excerpt from chapter entitled "The Subject Self"
Gretchen Garner --- 2003
"Disappearing Witness: Change in Twentieth Century American Photography," Johns Hopkins University Press, pp. 190-218
In the early seventies these photographers were joined in self-imagery by the feminist artist Mary Beth Edelson, who, like Samaras, came to photography from the world of art. In 1973 she created, through posing and handwork on the prints, a series of double self-images called “O’Kevelson,” three pictures showing her transformed into Georgia O’Keefe and three showing her transformed into Louise Nevelson, two feminist-artist idols. In a series of photographs showing her towering nude figure rising above the camera, all made from the same negative but differing in the handwork done on the prints, with titles like Trickster Body, Lightning Rod, Nobody Messes with Her, Strong Medicine, and Patriarchal Piss, she pictured herself as powerful, vengeful, and magical. Edelson’s use of her own figure in ritual performance augured the rise of a feminist tide of self-imagery, proclaiming a new kind of woman. With a strong interest in goddess spirituality, Edelson would continue to perform, sometimes as priestess and sometimes as goddess, asserting her figure as powerful in the natural environment. In long exposures, often involving moving lights, the ritual figure was recorded as a sometimes transparent blur in the landscape.
Ritual made its appearance in the early seventies in the self-imagery of Mary Beth Edelson, and in all of her work of that decade—painting, photography, performance—a spiritual thrust was foremost. When she began creating rituals and photographing them, it was, as she says, “with Joseph Campbell’s writings about myth ringing in my ears.” For her it was the feminist movement, and within it, the women’s spirituality movement, that provided “that rare thing in our contemporary culture—a context in which the rituals, symbols, stories (myths)could be shared with a community.” Edelson has participated in the revival, or perhaps we should say the reinvention, of a female-or goddess-centered spirituality, and siting her practice as she does in her own person is exemplary, not dogmatic. Her claims for it only go so far as its authenticity for herself. In 1978 she wrote, “What I am most concerned with is spirituality as it manifests itself in our bodies/minds and how this effects how we see/feel about our being, and as a feminist awakening to the greater self as female, as well as making a political statement for women that says I am, and I am large, and I am my body, and I am not going away.”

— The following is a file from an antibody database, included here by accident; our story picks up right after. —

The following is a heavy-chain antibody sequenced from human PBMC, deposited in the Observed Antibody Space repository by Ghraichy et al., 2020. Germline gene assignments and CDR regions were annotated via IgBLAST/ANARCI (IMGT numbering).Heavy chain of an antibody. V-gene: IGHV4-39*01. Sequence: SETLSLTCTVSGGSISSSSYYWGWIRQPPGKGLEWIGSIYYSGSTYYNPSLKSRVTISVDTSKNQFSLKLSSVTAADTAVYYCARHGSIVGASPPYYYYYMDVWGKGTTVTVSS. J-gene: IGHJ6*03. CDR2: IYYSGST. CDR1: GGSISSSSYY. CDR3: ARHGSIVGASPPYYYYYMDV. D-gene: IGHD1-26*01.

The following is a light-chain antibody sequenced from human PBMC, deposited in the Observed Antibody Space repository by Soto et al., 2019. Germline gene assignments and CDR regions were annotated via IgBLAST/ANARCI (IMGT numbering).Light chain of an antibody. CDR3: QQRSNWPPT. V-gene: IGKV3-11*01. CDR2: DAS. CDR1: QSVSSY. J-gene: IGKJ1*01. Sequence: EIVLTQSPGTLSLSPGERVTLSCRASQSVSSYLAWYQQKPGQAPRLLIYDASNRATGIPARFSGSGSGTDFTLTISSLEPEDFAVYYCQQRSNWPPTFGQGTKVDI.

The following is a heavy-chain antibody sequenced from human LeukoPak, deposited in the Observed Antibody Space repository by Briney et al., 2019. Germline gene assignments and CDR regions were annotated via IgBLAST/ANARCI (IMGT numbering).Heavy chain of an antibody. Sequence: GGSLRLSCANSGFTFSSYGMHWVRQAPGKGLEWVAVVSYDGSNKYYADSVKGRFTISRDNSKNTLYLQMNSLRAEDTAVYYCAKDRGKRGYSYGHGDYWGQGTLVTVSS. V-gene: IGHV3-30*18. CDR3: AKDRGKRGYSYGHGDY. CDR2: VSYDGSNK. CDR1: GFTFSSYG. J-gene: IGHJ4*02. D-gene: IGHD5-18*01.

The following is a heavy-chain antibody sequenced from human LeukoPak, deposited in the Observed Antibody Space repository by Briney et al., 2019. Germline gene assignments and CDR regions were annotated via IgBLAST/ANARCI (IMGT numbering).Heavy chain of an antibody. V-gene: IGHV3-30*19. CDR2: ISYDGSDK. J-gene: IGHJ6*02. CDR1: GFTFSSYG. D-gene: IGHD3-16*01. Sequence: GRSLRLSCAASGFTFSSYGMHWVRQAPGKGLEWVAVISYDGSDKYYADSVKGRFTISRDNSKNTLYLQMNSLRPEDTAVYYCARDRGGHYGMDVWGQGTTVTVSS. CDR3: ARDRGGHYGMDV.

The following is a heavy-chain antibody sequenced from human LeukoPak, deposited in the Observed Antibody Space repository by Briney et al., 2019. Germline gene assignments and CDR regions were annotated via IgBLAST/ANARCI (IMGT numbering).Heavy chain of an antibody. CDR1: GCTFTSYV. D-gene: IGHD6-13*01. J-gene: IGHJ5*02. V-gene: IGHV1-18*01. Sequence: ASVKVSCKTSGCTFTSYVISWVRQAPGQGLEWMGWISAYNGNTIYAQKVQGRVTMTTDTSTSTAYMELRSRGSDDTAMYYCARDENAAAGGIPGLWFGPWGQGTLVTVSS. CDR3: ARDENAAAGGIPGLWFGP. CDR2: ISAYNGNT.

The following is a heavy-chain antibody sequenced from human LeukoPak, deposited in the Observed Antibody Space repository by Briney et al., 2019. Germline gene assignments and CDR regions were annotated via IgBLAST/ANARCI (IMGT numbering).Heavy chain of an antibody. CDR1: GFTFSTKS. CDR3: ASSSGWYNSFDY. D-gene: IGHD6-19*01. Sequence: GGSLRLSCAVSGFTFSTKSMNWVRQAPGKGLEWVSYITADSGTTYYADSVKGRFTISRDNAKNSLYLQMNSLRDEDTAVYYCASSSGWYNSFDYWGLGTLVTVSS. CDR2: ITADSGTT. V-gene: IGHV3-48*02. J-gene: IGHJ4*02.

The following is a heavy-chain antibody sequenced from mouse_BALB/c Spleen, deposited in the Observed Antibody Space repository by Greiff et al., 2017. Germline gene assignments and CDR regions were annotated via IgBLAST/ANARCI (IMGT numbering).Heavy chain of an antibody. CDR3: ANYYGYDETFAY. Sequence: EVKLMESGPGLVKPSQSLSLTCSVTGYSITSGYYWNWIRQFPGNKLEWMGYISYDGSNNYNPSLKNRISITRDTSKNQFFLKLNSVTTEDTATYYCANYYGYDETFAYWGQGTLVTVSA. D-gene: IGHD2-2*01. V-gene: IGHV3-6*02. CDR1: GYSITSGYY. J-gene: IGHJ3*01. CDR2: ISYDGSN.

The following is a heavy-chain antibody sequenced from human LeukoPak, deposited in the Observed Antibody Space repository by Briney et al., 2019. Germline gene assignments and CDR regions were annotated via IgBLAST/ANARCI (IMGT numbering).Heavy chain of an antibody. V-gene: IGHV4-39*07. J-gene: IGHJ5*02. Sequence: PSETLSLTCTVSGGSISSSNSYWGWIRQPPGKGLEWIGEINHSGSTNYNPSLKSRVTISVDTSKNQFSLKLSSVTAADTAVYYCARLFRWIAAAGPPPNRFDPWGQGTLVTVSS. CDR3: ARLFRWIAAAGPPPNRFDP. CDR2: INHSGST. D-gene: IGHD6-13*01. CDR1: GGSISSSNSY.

Like Samaras, Edelson has never been exclusively a photographer, and like him, she freely manipulates and mixes photography with other media. But when she has used the camera she felt that it was “far more revealing and private than the same type of act using a brush… It captures the soul of the moment—there is no hiding form this exposure. These moments before the camera are beyond your absolute manipulation or control and therefore say how it is—reveal reality in ways that can surprise.”
Tableau, or directorial photography, has indeed become a huge genre, and much of it has to do with self-definition, often in narrative form. With the possible exception of Friedlander’s, all of the self-imagery discussed in Chapter 11 is directorial in mode—Duane Michaels, Lucas Samaras, Jerry Uelsmann, Arthur Tress, Cindy Sherman, Mary Beth Edelson, Barbara DeGenevieve, Arno Rafael Minkkinen, John Coplans, Anne Noggle, Eleanor Antin, Eileen Cowin, Jo Spence, and Helen Chadwick have directed and determined the content of their photographs. In addition to extending the concepts of the self, tableau photography has been used to make visible the photographer’s sense of psychological reality, sexual fantasy, and deep, often irrational, feeling.